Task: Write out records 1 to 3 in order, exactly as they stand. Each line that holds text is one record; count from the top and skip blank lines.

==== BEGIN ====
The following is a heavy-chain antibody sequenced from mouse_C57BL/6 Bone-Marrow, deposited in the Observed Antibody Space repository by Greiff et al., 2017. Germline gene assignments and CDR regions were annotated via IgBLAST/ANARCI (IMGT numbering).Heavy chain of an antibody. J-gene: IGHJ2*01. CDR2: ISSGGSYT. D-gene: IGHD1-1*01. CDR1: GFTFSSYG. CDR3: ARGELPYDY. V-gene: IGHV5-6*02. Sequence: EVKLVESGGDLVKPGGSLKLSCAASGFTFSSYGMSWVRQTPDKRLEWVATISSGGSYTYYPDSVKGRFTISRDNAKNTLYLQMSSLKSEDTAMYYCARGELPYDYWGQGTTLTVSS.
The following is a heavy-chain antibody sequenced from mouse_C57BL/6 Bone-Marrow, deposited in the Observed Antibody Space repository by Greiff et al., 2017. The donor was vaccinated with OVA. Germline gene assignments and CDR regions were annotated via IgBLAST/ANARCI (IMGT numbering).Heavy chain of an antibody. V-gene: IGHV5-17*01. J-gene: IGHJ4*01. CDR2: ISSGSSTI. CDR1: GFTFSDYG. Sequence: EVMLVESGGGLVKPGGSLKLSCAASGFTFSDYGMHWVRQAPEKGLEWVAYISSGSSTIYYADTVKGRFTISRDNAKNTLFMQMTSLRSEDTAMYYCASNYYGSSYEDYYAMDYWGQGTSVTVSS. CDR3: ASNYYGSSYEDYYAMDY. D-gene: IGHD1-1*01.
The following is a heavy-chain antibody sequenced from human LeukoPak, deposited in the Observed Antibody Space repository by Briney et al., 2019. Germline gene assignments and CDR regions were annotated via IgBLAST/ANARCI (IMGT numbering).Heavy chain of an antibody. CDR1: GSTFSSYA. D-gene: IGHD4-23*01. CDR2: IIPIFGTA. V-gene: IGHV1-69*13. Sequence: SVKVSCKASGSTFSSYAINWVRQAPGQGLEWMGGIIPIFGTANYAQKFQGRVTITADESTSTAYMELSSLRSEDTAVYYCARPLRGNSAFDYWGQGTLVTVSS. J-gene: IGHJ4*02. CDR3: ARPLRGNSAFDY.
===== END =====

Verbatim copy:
The following is a heavy-chain antibody sequenced from mouse_C57BL/6 Bone-Marrow, deposited in the Observed Antibody Space repository by Greiff et al., 2017. Germline gene assignments and CDR regions were annotated via IgBLAST/ANARCI (IMGT numbering).Heavy chain of an antibody. J-gene: IGHJ2*01. CDR2: ISSGGSYT. D-gene: IGHD1-1*01. CDR1: GFTFSSYG. CDR3: ARGELPYDY. V-gene: IGHV5-6*02. Sequence: EVKLVESGGDLVKPGGSLKLSCAASGFTFSSYGMSWVRQTPDKRLEWVATISSGGSYTYYPDSVKGRFTISRDNAKNTLYLQMSSLKSEDTAMYYCARGELPYDYWGQGTTLTVSS.
The following is a heavy-chain antibody sequenced from mouse_C57BL/6 Bone-Marrow, deposited in the Observed Antibody Space repository by Greiff et al., 2017. The donor was vaccinated with OVA. Germline gene assignments and CDR regions were annotated via IgBLAST/ANARCI (IMGT numbering).Heavy chain of an antibody. V-gene: IGHV5-17*01. J-gene: IGHJ4*01. CDR2: ISSGSSTI. CDR1: GFTFSDYG. Sequence: EVMLVESGGGLVKPGGSLKLSCAASGFTFSDYGMHWVRQAPEKGLEWVAYISSGSSTIYYADTVKGRFTISRDNAKNTLFMQMTSLRSEDTAMYYCASNYYGSSYEDYYAMDYWGQGTSVTVSS. CDR3: ASNYYGSSYEDYYAMDY. D-gene: IGHD1-1*01.
The following is a heavy-chain antibody sequenced from human LeukoPak, deposited in the Observed Antibody Space repository by Briney et al., 2019. Germline gene assignments and CDR regions were annotated via IgBLAST/ANARCI (IMGT numbering).Heavy chain of an antibody. CDR1: GSTFSSYA. D-gene: IGHD4-23*01. CDR2: IIPIFGTA. V-gene: IGHV1-69*13. Sequence: SVKVSCKASGSTFSSYAINWVRQAPGQGLEWMGGIIPIFGTANYAQKFQGRVTITADESTSTAYMELSSLRSEDTAVYYCARPLRGNSAFDYWGQGTLVTVSS. J-gene: IGHJ4*02. CDR3: ARPLRGNSAFDY.